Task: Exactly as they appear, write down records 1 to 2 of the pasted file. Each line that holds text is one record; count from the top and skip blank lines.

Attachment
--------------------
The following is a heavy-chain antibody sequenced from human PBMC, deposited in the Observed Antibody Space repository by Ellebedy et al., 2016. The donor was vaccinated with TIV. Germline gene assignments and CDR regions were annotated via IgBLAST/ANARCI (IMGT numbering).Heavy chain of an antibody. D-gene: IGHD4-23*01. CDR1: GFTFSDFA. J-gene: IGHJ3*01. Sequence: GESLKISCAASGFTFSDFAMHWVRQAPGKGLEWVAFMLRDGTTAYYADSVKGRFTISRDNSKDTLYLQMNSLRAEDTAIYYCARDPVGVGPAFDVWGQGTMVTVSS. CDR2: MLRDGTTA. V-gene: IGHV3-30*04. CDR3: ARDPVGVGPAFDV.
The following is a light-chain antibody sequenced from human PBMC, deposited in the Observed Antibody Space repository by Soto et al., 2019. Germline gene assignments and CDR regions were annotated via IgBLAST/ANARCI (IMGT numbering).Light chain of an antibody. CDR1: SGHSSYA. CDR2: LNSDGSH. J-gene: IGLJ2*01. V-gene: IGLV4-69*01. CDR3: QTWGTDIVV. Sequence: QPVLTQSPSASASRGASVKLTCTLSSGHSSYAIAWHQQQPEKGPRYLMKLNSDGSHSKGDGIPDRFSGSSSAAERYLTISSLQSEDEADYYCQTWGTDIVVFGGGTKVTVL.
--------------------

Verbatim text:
The following is a heavy-chain antibody sequenced from human PBMC, deposited in the Observed Antibody Space repository by Ellebedy et al., 2016. The donor was vaccinated with TIV. Germline gene assignments and CDR regions were annotated via IgBLAST/ANARCI (IMGT numbering).Heavy chain of an antibody. D-gene: IGHD4-23*01. CDR1: GFTFSDFA. J-gene: IGHJ3*01. Sequence: GESLKISCAASGFTFSDFAMHWVRQAPGKGLEWVAFMLRDGTTAYYADSVKGRFTISRDNSKDTLYLQMNSLRAEDTAIYYCARDPVGVGPAFDVWGQGTMVTVSS. CDR2: MLRDGTTA. V-gene: IGHV3-30*04. CDR3: ARDPVGVGPAFDV.
The following is a light-chain antibody sequenced from human PBMC, deposited in the Observed Antibody Space repository by Soto et al., 2019. Germline gene assignments and CDR regions were annotated via IgBLAST/ANARCI (IMGT numbering).Light chain of an antibody. CDR1: SGHSSYA. CDR2: LNSDGSH. J-gene: IGLJ2*01. V-gene: IGLV4-69*01. CDR3: QTWGTDIVV. Sequence: QPVLTQSPSASASRGASVKLTCTLSSGHSSYAIAWHQQQPEKGPRYLMKLNSDGSHSKGDGIPDRFSGSSSAAERYLTISSLQSEDEADYYCQTWGTDIVVFGGGTKVTVL.